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Short and Tweet: Attention Grabbers on Twitter Share Universal Wisdom

Copywriter Joshua Allen says of his Twitter presence: "I never want my tweets to rely on specific context. I want them to be something anyone could read and understand."
Copywriter Joshua Allen says of his Twitter presence: "I never want my tweets to rely on specific context. I want them to be something anyone could read and understand." (Washington Post Photo Illustration; Images From The Web)

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Either scads of publishers are fiendishly preying on our technological insecurities . . . or creating the perfect tweet actually requires learned skills.

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Those in the know say it's the latter, and offer some guidance.

Make It Participatory

"There has to be something useful and fundamentally unselfish about a good tweet," says Laura Fitton, author of "Twitter for Dummies" (insert obvious joke about Twitter already being for dummies), who as Pistachio has 30,000 followers on Twitter. The best tweets, Fitton says, provide more value to the reader than to the person writing it.

The masses of people who "blurt-tweet" and unthinkingly brain-dump into their account, Fitton says, will never achieve anything more meaningful than a public diary.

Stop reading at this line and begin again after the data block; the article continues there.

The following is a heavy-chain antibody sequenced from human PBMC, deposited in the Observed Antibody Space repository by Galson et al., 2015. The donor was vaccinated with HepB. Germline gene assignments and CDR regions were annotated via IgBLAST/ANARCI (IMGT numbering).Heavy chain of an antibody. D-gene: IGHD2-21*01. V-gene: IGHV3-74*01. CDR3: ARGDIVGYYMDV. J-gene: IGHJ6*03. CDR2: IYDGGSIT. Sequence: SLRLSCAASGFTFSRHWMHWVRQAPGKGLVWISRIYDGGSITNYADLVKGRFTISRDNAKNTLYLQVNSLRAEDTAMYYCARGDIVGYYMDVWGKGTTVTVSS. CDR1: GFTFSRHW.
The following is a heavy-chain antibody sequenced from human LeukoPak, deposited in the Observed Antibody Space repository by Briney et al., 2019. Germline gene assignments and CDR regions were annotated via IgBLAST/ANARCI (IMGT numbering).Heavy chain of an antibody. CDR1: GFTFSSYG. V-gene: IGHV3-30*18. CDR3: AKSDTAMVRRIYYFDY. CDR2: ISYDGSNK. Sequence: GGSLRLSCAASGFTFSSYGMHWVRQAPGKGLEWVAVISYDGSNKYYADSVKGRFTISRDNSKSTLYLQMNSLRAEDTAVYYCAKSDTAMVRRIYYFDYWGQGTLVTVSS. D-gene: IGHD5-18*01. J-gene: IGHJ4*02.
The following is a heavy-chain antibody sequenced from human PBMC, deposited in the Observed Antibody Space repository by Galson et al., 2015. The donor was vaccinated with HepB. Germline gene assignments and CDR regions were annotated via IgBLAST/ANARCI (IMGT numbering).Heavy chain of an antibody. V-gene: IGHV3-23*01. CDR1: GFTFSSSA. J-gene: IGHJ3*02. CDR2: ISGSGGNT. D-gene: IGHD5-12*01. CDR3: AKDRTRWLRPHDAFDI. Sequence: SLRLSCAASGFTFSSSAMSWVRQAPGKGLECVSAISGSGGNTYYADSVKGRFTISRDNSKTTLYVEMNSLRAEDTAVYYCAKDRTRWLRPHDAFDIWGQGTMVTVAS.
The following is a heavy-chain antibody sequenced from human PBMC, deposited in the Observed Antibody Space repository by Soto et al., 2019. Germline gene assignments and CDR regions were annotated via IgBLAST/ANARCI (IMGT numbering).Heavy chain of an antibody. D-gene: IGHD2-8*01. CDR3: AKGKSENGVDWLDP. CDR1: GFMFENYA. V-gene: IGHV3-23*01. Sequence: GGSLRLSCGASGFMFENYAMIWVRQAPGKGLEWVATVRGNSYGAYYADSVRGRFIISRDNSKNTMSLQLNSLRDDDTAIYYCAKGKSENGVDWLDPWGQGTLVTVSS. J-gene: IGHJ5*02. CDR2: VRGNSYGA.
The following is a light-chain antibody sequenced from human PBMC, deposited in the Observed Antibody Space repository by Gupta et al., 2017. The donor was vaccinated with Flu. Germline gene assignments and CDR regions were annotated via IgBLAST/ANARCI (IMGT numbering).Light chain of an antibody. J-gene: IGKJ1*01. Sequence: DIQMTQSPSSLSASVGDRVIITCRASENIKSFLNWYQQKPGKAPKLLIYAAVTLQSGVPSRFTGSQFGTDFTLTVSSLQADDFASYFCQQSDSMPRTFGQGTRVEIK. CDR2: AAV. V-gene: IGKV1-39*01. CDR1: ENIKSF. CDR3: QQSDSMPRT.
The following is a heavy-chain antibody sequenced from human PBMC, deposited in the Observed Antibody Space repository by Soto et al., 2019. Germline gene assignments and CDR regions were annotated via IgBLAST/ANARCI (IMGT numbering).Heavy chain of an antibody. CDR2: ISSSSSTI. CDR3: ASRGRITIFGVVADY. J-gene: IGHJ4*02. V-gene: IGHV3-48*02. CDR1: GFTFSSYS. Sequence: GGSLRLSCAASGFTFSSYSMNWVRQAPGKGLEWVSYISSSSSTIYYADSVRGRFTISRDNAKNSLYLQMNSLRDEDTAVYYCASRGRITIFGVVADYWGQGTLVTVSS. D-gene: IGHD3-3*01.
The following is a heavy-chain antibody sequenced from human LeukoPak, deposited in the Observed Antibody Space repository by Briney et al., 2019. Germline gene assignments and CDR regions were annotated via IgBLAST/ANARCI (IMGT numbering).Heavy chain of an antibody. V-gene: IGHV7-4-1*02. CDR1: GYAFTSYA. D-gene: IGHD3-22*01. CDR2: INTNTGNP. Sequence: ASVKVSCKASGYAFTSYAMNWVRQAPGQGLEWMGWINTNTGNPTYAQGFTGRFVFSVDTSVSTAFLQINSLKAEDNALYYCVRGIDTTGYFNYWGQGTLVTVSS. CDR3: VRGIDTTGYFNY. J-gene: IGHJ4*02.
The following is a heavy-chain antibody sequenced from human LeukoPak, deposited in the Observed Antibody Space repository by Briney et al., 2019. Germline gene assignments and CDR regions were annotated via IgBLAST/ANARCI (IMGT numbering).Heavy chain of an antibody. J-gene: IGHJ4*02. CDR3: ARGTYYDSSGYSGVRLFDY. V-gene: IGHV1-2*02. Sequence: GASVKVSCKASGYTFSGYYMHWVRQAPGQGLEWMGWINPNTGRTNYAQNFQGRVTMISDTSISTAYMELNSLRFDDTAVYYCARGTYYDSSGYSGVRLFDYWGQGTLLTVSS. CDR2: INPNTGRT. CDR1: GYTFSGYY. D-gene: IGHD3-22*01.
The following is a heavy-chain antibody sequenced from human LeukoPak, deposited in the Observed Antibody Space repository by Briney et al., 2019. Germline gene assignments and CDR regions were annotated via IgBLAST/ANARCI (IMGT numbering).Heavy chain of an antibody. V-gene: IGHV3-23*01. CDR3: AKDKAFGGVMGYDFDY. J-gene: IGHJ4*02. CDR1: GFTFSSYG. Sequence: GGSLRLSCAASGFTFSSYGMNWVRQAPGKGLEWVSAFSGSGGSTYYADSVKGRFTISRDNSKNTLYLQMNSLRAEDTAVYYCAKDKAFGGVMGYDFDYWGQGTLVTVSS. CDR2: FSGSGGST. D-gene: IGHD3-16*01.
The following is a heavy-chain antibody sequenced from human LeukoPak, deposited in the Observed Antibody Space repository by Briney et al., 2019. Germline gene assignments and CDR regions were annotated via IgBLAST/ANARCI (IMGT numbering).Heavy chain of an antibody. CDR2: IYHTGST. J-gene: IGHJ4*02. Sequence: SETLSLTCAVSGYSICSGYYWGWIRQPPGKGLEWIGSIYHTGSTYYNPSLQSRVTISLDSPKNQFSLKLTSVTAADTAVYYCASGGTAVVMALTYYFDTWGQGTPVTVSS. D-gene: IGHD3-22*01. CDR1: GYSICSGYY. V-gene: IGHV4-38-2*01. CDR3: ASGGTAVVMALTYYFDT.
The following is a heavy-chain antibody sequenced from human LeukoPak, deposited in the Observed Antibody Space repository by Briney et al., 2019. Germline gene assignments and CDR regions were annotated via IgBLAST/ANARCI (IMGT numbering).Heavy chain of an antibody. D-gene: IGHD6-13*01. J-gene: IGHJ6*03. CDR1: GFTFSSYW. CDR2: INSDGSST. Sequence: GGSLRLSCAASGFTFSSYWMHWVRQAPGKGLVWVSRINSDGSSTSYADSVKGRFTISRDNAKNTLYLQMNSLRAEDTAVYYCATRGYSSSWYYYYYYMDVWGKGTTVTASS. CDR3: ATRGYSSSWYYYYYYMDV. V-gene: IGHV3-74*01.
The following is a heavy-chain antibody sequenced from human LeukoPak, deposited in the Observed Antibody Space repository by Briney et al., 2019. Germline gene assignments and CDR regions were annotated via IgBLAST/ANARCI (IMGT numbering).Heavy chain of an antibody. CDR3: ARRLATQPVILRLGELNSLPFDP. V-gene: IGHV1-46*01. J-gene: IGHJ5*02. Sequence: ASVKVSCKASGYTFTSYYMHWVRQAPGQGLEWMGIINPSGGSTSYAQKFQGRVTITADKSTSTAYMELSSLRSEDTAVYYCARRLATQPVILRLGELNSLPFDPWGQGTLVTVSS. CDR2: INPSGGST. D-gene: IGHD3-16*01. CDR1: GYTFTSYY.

A few weeks ago, Fitton watched as her young daughter took a nasty fall. Wanting to let out her concern, she briefly considered Twittering the incident, until she realized that would help nobody and be white noise to almost everybody. Instead she ultimately wrote, "What do you do when something really scares you?"

What could have been a myopic update instead became a participatory discussion -- dozens of users began responding to her question, re-posting it in their own feeds.

Twitter is full of questions like this: Why do people change their minds when it's too late? writes one person. What do you do when Plan A doesn't work? another asks.

The most compelling tweets aren't the ones that merely answer "What are you doing?" but rather the ones that create ripples throughout the online community. They prompt discussion, self-reflection and philosophizing -- if of the dime-store variety.

Make It Universal

Several connoisseurs of Internet culture, when asked to nominate brilliant Twitterers, suggested tracking down fireland.

"I follow him purely for aesthetics," says Clay Shirky, author of the social networking bible "Here Comes Everybody." "It's like he has aphoristic dyspepsia. It's not quite poetry," but each of his tweets has a self-contained pithiness.

A recent fireland post:


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